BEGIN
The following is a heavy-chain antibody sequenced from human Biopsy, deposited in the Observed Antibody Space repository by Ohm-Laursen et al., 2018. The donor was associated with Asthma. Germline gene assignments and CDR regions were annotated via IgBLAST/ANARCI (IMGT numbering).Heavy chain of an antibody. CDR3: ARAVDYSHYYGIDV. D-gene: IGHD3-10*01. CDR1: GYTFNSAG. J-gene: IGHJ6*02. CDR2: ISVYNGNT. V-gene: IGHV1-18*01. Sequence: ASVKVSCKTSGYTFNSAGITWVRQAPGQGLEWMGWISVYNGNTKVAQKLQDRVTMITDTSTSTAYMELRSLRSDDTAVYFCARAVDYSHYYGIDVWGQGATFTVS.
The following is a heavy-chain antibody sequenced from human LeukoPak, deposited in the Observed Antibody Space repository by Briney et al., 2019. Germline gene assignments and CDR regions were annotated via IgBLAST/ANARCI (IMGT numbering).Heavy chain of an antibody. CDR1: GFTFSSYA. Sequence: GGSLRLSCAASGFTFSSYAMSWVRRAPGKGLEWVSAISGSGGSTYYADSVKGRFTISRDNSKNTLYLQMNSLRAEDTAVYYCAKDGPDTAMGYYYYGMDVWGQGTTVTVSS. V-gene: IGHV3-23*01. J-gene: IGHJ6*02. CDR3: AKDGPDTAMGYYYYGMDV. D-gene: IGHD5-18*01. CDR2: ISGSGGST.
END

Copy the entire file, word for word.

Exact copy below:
The following is a heavy-chain antibody sequenced from human Biopsy, deposited in the Observed Antibody Space repository by Ohm-Laursen et al., 2018. The donor was associated with Asthma. Germline gene assignments and CDR regions were annotated via IgBLAST/ANARCI (IMGT numbering).Heavy chain of an antibody. CDR3: ARAVDYSHYYGIDV. D-gene: IGHD3-10*01. CDR1: GYTFNSAG. J-gene: IGHJ6*02. CDR2: ISVYNGNT. V-gene: IGHV1-18*01. Sequence: ASVKVSCKTSGYTFNSAGITWVRQAPGQGLEWMGWISVYNGNTKVAQKLQDRVTMITDTSTSTAYMELRSLRSDDTAVYFCARAVDYSHYYGIDVWGQGATFTVS.
The following is a heavy-chain antibody sequenced from human LeukoPak, deposited in the Observed Antibody Space repository by Briney et al., 2019. Germline gene assignments and CDR regions were annotated via IgBLAST/ANARCI (IMGT numbering).Heavy chain of an antibody. CDR1: GFTFSSYA. Sequence: GGSLRLSCAASGFTFSSYAMSWVRRAPGKGLEWVSAISGSGGSTYYADSVKGRFTISRDNSKNTLYLQMNSLRAEDTAVYYCAKDGPDTAMGYYYYGMDVWGQGTTVTVSS. V-gene: IGHV3-23*01. J-gene: IGHJ6*02. CDR3: AKDGPDTAMGYYYYGMDV. D-gene: IGHD5-18*01. CDR2: ISGSGGST.